Thursday, July 25, 2013

Detroit daily papers take aim at disinvestment in K-12

A recent editorial from the Detroit Free Press and Op-Ed in the Detroit News continue to make the points that Michigan's elected leadership is not adequately funding K-12 education, and any claim to having increased funding to K-12 education is disingenuous at best.

The Detroit Free Press discussed the impending dissolution of the Saginaw Buena Vista and Inkster school districts:
But this is no way to run a railroad — and it’s an embarrassing, slapdash way to manage a huge fiscal crisis in education.
What on earth has Michigan sunk to? Slashing public education to the extent we have, allowing districts to stumble into huge financial holes, then simply dissolving them as a “solution” to the problem. This is the kind of abdication and neglect we used to ridicule in other states; now, we’re the butt of the jokes.
Think about the chaos the dissolution of Buena Vista and Inkster will wreak in the coming weeks. Students and parents will not just lose a school district; they’ll see their schools closed, something that wouldn’t necessarily happen under a plan to consolidate school districts in an orderly way.
And how will kids in those communities get to the new districts that are expected to take them? The logistics alone are nightmarish to contemplate.
The law that allows for “emergency” district closures is simply management by crisis, a half-baked approach to a problem that requires a fully cooked set of ideas.
For Gov. Rick Snyder, this goes part and parcel with his approach to failing cities. Rather than engage in a big-picture re-think about how the state funds and maintains local government (or, perhaps, how much local government we are willing to pay for anymore) he is content to manage from one barn-burner to the next, extinguishing the flames, but never dealing with the accelerant that’s fueling the fires.
That’s not going to work long term. Buena Vista and Inkster’s school districts may be gone, but the residue of the problem they represent persists, and will spread to other districts in time.
If Snyder continues to manage through incremental crisis-related steps, the Michigan recovery he imagines won’t materialize for anyone. [Editorial: Closing Buena Vista, Inkster school districts is no surprise - and no solution, The Detroit Free Press, July 23, 2013.]
 An Op-Ed in the Detroit News directly addressed the drastic cuts to K-12 funding which as created crises such as Saginaw Buena Vista and Inkster:
Shortly after taking office, one of Snyder’s bold initiatives to “reinvent Michigan” was to cut over $1 billion from the education budget. That $1 billion cut in school funding helped pay for his other big idea: a $1.8 billion tax cut for corporate special interests. Cut the “fat” out of the budget for our schools and cut corporate taxes to spur economic growth and create jobs.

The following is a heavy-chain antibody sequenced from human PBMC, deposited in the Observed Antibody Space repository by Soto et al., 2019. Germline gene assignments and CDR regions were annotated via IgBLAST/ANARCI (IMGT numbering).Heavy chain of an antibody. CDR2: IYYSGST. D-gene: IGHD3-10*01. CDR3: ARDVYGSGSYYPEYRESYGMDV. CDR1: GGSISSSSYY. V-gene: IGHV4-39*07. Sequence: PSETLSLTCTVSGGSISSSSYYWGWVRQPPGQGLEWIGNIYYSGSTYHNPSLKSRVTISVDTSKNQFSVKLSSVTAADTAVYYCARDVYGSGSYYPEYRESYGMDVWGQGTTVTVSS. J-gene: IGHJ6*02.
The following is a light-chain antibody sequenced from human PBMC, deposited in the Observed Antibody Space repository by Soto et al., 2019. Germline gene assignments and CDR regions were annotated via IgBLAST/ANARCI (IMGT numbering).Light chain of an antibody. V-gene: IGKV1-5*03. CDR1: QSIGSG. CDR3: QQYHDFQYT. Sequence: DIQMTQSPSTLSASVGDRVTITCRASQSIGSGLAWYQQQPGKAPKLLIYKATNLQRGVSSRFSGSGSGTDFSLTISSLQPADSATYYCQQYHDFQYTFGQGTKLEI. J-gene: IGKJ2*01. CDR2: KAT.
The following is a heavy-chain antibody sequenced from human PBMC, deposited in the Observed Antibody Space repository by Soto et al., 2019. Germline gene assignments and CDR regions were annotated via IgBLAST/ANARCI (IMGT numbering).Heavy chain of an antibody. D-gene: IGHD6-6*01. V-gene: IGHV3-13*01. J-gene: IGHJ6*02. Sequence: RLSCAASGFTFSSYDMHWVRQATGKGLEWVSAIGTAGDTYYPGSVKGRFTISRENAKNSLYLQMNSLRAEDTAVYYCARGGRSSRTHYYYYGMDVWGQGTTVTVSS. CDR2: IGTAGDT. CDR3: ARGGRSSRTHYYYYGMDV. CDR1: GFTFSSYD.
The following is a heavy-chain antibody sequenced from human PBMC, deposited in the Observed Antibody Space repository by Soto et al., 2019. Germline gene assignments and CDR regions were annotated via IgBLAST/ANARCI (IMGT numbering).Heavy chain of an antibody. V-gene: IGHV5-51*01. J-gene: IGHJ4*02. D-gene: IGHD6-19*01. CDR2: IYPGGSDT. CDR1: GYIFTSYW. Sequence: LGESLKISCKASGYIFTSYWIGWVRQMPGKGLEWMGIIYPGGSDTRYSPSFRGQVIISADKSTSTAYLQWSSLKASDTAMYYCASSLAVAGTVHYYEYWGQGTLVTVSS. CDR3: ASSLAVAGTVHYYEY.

As a result of the education funding cuts, approximately one in five districts across the state is facing serious financial hardships, resulting in increased class sizes, elimination of programs and teacher layoffs. And those are the lucky ones. In just the last school year alone, we saw one district close for two weeks, several that faced payless paydays, one that simply could not pay the health care premiums for their employees and another that announced they would not open their high school next year.
The $1 billion cut in education funding Snyder pushed through in his first year in office has certainly yield results — but all of them bad.
That reduction in education funding equated to an average of $470 per pupil or $2.61 per pupil per day. In an attempt to reinvent his record on education funding, the governor’s campaign now touts the thirty-five cents-per-pupil, per-day increase in the 2012-13 education budget and the thirty-three cents-per-pupil increase in the 2013-14 budget. At that rate, it will be 2021 before education funding will return to the level it was when he took office.
A few small increases in education funding do not begin to fill the hole he created in the first place. And it will certainly not stem the tide of financial crises gripping more and more school districts across the state.
However, it will allow Snyder’s campaign to run ads saying he has “increased” education funding.
The governor’s plan to reinvent Michigan through education funding cuts and corporate tax cuts has resulted in six tenths of one percent reduction in unemployment and financial disaster for school districts across the state.
The voters may not see that as a fair trade. [Gov. Snyder's fuzzy math on school funding, The Detroit News, July 24, 2013.]

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